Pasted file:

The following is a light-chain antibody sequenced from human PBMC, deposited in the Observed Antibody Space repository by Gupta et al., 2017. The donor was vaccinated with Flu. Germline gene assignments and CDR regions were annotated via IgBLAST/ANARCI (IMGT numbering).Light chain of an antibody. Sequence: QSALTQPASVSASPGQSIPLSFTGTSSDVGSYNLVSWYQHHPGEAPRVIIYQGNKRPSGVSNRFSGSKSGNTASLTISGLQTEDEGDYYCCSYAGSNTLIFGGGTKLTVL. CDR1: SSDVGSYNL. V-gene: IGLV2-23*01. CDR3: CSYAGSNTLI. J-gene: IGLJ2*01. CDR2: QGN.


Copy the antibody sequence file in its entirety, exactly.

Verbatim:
The following is a light-chain antibody sequenced from human PBMC, deposited in the Observed Antibody Space repository by Gupta et al., 2017. The donor was vaccinated with Flu. Germline gene assignments and CDR regions were annotated via IgBLAST/ANARCI (IMGT numbering).Light chain of an antibody. Sequence: QSALTQPASVSASPGQSIPLSFTGTSSDVGSYNLVSWYQHHPGEAPRVIIYQGNKRPSGVSNRFSGSKSGNTASLTISGLQTEDEGDYYCCSYAGSNTLIFGGGTKLTVL. CDR1: SSDVGSYNL. V-gene: IGLV2-23*01. CDR3: CSYAGSNTLI. J-gene: IGLJ2*01. CDR2: QGN.